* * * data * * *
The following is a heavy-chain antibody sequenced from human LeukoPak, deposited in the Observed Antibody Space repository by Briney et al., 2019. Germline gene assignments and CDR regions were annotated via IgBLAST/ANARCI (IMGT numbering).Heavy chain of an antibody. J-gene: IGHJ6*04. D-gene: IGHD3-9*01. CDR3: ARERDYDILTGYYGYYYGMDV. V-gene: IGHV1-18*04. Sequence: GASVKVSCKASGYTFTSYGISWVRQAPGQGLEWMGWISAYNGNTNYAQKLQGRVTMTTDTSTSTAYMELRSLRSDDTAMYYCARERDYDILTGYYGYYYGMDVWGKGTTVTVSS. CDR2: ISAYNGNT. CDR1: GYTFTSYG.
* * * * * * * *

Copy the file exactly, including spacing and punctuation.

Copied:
The following is a heavy-chain antibody sequenced from human LeukoPak, deposited in the Observed Antibody Space repository by Briney et al., 2019. Germline gene assignments and CDR regions were annotated via IgBLAST/ANARCI (IMGT numbering).Heavy chain of an antibody. J-gene: IGHJ6*04. D-gene: IGHD3-9*01. CDR3: ARERDYDILTGYYGYYYGMDV. V-gene: IGHV1-18*04. Sequence: GASVKVSCKASGYTFTSYGISWVRQAPGQGLEWMGWISAYNGNTNYAQKLQGRVTMTTDTSTSTAYMELRSLRSDDTAMYYCARERDYDILTGYYGYYYGMDVWGKGTTVTVSS. CDR2: ISAYNGNT. CDR1: GYTFTSYG.